Periscope Film owners [Doug] and [Nick] just released a mini-documentary about the rescue of a large collection of old 35 and 16 mm celluloid films from the landfill. The video shows the process of the films being collected from the donor and then being sorted and organized in a temporary storage warehouse. There is a dizzying variety of films in this haul, from different countries, in both color and black and white.

We can see in the video that their rented 8 meter (26 foot) cargo truck wasn’t enough to contain the trove, so they dragged along a 1.8 x 3.6 m (6 x 12 ft) double-axle trailer as well. That makes a grand total of 49 cubic meters of space. Our back-of-the-envelope calculations says that filled to the brim, that would be over 30,000 canisters of 600 m (2,000 ft) 35 mm movie reels.

When it comes to preserving these old films, one big problem is physical deterioration of the film stock itself. You will know something is wrong when you get a strong acetic or vinegary odor when opening the can. [Nick] shows some examples where the film has even become solidified, taken on a hexagonal shape. It will take months to just assess and catalog the contents of this collection, with damaged films that are still salvageable jumping to the head of the queue to be digitized.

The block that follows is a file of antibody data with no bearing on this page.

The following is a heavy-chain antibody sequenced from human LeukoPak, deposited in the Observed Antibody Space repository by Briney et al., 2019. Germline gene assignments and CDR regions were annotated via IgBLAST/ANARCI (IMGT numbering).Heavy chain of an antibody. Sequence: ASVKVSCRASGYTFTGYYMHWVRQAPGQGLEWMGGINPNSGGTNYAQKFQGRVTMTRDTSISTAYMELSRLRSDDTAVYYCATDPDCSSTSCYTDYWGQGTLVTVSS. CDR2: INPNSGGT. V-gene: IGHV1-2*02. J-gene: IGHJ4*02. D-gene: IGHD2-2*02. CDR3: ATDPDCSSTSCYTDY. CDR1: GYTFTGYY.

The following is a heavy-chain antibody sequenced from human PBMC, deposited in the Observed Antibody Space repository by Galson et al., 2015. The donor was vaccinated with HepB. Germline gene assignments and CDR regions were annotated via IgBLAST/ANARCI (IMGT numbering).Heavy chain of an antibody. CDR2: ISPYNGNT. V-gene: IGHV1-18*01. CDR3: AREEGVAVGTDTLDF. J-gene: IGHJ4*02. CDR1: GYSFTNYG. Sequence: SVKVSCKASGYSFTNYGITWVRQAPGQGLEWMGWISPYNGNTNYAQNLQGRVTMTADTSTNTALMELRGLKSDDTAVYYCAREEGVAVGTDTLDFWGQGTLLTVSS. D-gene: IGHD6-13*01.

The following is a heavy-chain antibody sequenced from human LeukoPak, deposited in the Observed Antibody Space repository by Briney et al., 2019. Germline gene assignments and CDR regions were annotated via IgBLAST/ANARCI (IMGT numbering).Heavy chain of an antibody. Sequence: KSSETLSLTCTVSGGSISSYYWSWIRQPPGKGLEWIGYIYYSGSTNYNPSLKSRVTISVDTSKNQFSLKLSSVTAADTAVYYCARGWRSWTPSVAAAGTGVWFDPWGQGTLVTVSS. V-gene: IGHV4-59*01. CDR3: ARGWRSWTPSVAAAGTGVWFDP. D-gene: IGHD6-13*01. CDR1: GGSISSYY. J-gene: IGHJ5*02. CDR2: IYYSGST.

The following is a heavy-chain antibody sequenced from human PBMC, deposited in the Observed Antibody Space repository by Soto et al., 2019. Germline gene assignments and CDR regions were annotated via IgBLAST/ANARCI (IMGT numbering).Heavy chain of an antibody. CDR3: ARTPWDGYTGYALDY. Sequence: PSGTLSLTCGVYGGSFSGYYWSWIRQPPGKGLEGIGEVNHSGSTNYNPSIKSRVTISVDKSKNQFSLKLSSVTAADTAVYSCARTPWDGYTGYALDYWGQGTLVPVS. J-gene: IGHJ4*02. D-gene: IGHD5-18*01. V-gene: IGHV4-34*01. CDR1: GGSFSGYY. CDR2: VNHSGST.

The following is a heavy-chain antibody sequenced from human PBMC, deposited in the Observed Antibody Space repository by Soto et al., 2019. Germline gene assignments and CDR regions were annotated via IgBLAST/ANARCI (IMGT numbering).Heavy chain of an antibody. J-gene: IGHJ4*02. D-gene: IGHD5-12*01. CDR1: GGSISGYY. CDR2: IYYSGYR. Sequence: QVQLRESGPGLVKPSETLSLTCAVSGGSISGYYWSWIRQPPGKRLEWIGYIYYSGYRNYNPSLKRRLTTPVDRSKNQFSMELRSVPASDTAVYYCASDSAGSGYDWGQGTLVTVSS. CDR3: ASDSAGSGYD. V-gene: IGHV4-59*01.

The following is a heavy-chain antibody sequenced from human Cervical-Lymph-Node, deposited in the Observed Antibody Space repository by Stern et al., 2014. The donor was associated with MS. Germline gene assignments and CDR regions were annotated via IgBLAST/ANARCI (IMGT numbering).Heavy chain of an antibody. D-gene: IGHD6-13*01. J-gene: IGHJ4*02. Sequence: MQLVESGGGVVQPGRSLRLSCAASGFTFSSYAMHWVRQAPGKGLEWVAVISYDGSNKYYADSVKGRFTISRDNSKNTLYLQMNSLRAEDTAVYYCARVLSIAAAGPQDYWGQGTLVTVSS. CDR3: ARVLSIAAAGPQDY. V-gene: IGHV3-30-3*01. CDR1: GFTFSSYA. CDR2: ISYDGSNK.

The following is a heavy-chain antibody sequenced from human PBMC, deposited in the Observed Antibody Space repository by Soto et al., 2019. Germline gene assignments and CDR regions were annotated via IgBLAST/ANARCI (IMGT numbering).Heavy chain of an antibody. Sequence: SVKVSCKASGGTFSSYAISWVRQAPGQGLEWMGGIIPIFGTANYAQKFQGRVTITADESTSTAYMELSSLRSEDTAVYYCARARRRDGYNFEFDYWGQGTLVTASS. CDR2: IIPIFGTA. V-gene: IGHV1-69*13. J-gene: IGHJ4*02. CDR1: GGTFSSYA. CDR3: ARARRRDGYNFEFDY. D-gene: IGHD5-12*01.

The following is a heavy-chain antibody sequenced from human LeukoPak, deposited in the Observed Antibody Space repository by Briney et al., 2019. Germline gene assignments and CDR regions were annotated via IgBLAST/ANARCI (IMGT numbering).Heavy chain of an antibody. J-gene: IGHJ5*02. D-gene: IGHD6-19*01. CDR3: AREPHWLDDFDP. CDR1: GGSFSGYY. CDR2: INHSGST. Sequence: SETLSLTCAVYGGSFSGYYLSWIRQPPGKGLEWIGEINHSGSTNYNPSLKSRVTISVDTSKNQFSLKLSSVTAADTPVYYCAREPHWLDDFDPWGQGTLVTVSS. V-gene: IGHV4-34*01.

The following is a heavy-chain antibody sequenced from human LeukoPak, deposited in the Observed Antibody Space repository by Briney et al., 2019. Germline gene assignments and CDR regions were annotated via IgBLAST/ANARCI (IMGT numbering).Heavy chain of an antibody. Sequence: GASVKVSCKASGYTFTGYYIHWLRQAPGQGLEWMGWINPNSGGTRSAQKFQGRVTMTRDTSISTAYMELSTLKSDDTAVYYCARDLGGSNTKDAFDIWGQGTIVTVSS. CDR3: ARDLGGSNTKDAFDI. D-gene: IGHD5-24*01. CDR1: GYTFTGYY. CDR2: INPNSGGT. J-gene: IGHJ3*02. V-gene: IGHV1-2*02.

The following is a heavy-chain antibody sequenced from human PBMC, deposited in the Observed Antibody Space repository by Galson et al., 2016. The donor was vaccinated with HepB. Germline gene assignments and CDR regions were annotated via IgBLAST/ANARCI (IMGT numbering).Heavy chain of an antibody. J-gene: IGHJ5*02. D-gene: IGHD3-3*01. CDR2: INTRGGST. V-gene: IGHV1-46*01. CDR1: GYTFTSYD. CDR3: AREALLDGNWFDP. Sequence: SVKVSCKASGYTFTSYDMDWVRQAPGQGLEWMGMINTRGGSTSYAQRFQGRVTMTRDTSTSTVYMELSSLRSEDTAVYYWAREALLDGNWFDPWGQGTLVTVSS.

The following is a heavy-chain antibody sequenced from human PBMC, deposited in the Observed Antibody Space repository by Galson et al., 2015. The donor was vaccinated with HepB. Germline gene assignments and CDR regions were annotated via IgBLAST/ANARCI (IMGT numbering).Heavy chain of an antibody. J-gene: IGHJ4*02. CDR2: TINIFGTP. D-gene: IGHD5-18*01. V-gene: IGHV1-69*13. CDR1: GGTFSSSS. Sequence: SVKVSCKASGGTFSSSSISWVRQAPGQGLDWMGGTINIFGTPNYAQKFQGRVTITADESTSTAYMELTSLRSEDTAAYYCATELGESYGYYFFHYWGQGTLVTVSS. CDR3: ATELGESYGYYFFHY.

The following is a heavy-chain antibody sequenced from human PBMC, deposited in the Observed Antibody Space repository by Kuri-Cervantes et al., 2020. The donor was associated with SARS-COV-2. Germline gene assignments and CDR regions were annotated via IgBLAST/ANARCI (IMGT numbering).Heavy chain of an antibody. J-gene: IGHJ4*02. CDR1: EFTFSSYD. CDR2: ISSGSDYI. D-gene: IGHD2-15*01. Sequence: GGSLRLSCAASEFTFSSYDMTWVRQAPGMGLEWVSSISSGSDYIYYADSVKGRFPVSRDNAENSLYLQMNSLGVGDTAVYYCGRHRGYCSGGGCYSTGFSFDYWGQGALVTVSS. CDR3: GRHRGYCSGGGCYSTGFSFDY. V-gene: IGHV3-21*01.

Film Scanning Artist [Esteban] Performing Color Correction
Films are digitized at 4K resolution using a Lasergraphics ScanStation archival quality film scanning system, and then the restoration fun begins. One issue demonstrated in this video is color deterioration. In the Eastmancolor film technology introduced in the 1950s, the blue dyes deteriorate over time. This, and a plethora of other issues, are corrected in the restoration process.